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NEWS
August 13, 1989 | By Jonathan Berr and Larisa Kuntz, Special to The Inquirer
For the fourth time in seven years, the Lower Southampton Planning Commission has voted down a request to rezone a parcel of land near the White Chapel Gardens Memorial Park on Street Road. The commission voted 5-2 Thursday to turn down Frank and Donna Meli's request to change the zoning on the site at Street Road and Bustleton Pike from a cemetery to a commercial use. Several commission members expressed reservations about a three-story office building the couple has proposed for the land.
NEWS
October 17, 1992 | by Dave Racher, Daily News Staff Writer
The six partygoers celebrated inside the cemetery, but mourned as they were about to leave. That's because Troy Cooper, 21, and two of his armed gang were there to hold them up Jan. 15, Assistant District Attorney Rayford A. Means said. The gang specialized in graveside robberies. Cooper, of 25th Street near Dauphin, pleaded guilty Thursday to six counts of robbery and one charge of conspiracy. Common Pleas Judge James J. Fitzgerald deferred sentencing at the request of defense lawyer William Stewart, who wants two murder cases pending against Cooper to be decided first.
NEWS
April 3, 2000 | by Myung Oak Kim, Daily News Staff Writer
Sunday mornings at the Trinity Church Oxford in Lawndale are usually serene and peaceful. Parishioners stroll along a sidewalk, surrounded by towering sycamore and huge dogwood trees. They pass rows of neatly kept tombstones, bearing reminders of former parishioners from as far back as the 1700s. They walk into the red-carpeted church built in 1711 and accented with stained-glass windows. But yesterday, parishioners got a glimpse of the ugliness of petty crime. Sometime after 11 p.m. Friday, someone knocked over and broke nine tombstones in the cemetery, on Longshore Avenue near Rising Sun Avenue.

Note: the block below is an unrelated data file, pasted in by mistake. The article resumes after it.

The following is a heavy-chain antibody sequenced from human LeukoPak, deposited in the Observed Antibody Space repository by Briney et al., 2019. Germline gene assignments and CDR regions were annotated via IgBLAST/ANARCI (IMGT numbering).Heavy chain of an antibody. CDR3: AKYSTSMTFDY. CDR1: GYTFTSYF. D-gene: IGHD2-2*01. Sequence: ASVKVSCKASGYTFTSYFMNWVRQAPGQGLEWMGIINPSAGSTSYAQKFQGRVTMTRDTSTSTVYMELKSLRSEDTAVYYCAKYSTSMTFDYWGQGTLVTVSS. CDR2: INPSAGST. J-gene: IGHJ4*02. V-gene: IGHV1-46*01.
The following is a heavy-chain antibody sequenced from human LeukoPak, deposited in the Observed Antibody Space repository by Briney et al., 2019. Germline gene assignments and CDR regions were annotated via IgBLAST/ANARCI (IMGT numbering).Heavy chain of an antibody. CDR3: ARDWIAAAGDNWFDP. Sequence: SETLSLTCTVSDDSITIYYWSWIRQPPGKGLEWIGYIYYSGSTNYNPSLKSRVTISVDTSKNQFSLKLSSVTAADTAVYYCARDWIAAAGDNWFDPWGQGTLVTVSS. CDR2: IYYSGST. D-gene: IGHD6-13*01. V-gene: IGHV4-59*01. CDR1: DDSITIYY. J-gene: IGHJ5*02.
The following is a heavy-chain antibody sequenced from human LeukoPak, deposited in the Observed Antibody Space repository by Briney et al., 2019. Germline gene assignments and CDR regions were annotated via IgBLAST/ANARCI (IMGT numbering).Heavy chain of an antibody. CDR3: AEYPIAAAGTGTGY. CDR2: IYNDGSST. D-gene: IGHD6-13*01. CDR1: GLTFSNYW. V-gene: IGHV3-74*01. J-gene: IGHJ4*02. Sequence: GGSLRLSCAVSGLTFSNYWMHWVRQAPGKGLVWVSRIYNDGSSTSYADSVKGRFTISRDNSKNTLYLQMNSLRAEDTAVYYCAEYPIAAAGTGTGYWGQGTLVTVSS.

NEWS
April 9, 1999 | by Ron Avery, Daily News Staff Writer
It was a peaceful country cemetery that became a foul, fetid dumping ground and a hangout for drug pushers and addicts. But a handful of stubborn Quakers and neighbors refused to abandon historic Fair Hill Burial Grounds in North Philadelphia. Their commitment and cleanup work will be rewarded tomorrow at a ceremony placing the site on the National Register of Historic Places. Several mayoral candidates and District Attorney Lynn Abraham will speak at the 10 a.m. ceremony, when a historic marker will be placed at the cemetery on 9th Street between Cambria and Indiana.